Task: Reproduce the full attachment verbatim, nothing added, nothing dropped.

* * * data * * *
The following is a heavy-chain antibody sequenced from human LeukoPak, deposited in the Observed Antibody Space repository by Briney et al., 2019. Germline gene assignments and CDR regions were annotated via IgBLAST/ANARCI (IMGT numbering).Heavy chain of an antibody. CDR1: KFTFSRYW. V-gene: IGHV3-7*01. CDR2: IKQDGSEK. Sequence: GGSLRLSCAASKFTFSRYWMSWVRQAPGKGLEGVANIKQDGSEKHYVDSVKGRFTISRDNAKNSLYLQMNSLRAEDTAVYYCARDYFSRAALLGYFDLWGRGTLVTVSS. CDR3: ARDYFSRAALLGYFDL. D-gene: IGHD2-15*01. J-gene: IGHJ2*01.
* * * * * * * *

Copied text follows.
The following is a heavy-chain antibody sequenced from human LeukoPak, deposited in the Observed Antibody Space repository by Briney et al., 2019. Germline gene assignments and CDR regions were annotated via IgBLAST/ANARCI (IMGT numbering).Heavy chain of an antibody. CDR1: KFTFSRYW. V-gene: IGHV3-7*01. CDR2: IKQDGSEK. Sequence: GGSLRLSCAASKFTFSRYWMSWVRQAPGKGLEGVANIKQDGSEKHYVDSVKGRFTISRDNAKNSLYLQMNSLRAEDTAVYYCARDYFSRAALLGYFDLWGRGTLVTVSS. CDR3: ARDYFSRAALLGYFDL. D-gene: IGHD2-15*01. J-gene: IGHJ2*01.